Last week on a couple of blogs I suddenly noticed a huge traffic spike, much more traffic than expected on a couple of blogs. I had a quick look at analytics and discovered that it was all to do with the general stirke in Spain on Wednesday the 29th of September. Keyword ranking for that term had gone crazy as had searches as people due to be flying out or already here wanted to know what would be happening.
So I thought what can I do with the traffic? To that effect I phoned up Mike Cliffe Jones, who I consider to be an authority on using traffic very well. “Mike” I said, “I want you to do a guest post on this subject. Fancy it?” Well Mike not only fancied it but has really knocked one out of the park/hit a huge six with the following guest post. Enjoy Mike’s take on what to do with a traffic spike.
“Let’s start off with what’s meant by a spike. Essentially, it’s a sudden and serious influx of traffic to a part of your website. The famous “viral” effect.
To give you an example, in the early days of my own blog, I once had a post go viral. In those days, a new entry would get perhaps 40 or 50 reads in the first 24 hours on the site. When I posted one that was mentioned by Mashable’s Pete Cashmore, it had more than 2000 reads….in an hour!
Sadly, it’s almost impossible to predict which post will go viral. You might have just timed something well, and hit the Google number one spot for a hot search term, or your post may just have struck a chord with someone on the plethora of content sharing sites. Or, as in my case, a web celebrity might just give you a helping hand. However it comes about, what’s important is that you get the best from it!
Here’s a simple step by step checklist of what to do when your lucky day comes and traffic to a particular page has gone ballistic:
1/ Establish the source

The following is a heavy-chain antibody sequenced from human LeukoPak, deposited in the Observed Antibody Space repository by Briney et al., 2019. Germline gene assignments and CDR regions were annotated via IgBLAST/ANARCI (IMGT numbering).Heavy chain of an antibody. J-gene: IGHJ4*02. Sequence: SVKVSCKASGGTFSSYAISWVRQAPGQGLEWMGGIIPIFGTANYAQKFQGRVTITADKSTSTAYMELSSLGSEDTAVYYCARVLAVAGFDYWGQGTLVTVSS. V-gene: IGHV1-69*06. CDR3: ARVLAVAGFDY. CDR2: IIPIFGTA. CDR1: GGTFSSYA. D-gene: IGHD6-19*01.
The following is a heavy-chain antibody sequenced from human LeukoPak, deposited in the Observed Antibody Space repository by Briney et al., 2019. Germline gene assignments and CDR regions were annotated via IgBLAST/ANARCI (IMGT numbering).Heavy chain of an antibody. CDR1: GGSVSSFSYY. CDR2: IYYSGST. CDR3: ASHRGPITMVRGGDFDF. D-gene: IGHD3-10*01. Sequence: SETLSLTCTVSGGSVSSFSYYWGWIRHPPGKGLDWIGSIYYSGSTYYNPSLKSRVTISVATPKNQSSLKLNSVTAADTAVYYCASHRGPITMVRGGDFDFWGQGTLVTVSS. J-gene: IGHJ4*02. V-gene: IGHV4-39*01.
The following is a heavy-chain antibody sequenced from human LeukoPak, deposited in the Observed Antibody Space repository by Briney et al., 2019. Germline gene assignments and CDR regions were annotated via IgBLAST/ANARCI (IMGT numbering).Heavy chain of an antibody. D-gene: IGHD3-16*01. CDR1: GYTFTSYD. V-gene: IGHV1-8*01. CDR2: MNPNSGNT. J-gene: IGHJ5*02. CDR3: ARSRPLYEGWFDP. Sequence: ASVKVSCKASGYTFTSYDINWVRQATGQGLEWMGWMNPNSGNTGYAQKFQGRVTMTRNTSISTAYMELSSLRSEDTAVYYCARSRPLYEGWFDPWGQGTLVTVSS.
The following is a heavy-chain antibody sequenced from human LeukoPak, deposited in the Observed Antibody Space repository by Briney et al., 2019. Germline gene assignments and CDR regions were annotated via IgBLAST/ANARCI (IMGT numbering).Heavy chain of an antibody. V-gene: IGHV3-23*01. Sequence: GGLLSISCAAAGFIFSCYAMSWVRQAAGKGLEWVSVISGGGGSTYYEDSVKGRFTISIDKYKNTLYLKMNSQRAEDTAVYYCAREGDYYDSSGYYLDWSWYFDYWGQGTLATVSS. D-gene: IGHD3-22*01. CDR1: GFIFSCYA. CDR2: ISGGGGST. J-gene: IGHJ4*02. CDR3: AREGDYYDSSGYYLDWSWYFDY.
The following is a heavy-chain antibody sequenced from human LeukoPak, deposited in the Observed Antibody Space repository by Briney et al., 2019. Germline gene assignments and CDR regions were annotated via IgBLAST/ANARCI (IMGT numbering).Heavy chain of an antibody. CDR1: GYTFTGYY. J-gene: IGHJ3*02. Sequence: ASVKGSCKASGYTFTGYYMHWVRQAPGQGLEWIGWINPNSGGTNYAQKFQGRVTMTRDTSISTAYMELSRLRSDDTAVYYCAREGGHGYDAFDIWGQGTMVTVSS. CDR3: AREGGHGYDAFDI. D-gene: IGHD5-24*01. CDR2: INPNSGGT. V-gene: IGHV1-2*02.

Use your web analytics program to find out where the traffic is coming from.
If it’s general search traffic, then reinforce your ranking as much as you can by linking into that page from as many sources as you can manage. Get friends to link to you, and put links into your own site and any others you manage.
If the traffic’s coming from a single source, then it suggests your post has been linked-to from a big site. Go and find it and read it, then add a short paragraph welcoming the readers, something like this:
“If you’ve arrived here from the New York Times piece about this post, welcome! I hope you enjoy my work, and if you want to find out more about me, you’ll have a chance to at the bottom of the page.”
2/ Check the post and add some internal links
It may seem obvious, but do check the post for any typos, or better still, get someone else to do so for you. If you have made a mistake, you don’t want all your potential new readers to see it.
Check to see if you can add any internal links to relevant comments within the body of the post.
3/ Create a bespoke landing page
Now create a landing page which is designed to appeal to the readers who are arriving. It should give a brief overview of who you are, which links to your full about page and it should include a photo of you.
Next it should give them content choices relevant to them. So if they are arriving via a search on “Spanish Tortilla Recipes”, then give them links to another 7 or 8 Spanish recipes.
Finally, give them a call to action on the page. What would you like them to do? Buy your recipe book? Sign up to your newsletter or RSS feed?
Finish your page with a single call to action, and I stress the word single. The temptation is to put everything into the landing page, and if you do, you’ll find people will end up doing none of them. Choose one action, and simply ask them to do it.
4/ Add a new ending that links to your landing page
Add a final paragraph to your post which invites readers to find out more about you and your blog. Something like:
“I hope you enjoyed the post, if you’re new here, this will tell you about me and this website, and show you some other similar stuff you can read here: <Link to landing page>”
And that’s it!
My final words of advice are not to be disappointed. The vast majority of people will bounce in, read your post, and bounce back out. But if you carry out the steps above, you should be able to capture a few new readers, and get a smaller number to react to your call to action.”
This is a guest post from Mike CJ, who runs a network of blogs here in Spain. You can find out all about the island of Lanzarote on his Lanzarote Information blog, or learn more about blogging at Mike’s Life. And you can chat with him now on Twitter: @mikecj
The Original Blog Posts
Related articles by Zemanta
- Why Guest Blogging Enabled Blog Should Give Author Credit within The Post (shoutmeloud.com)
- 5 Common Mistakes Bloggers Make (searchenginewatch.com)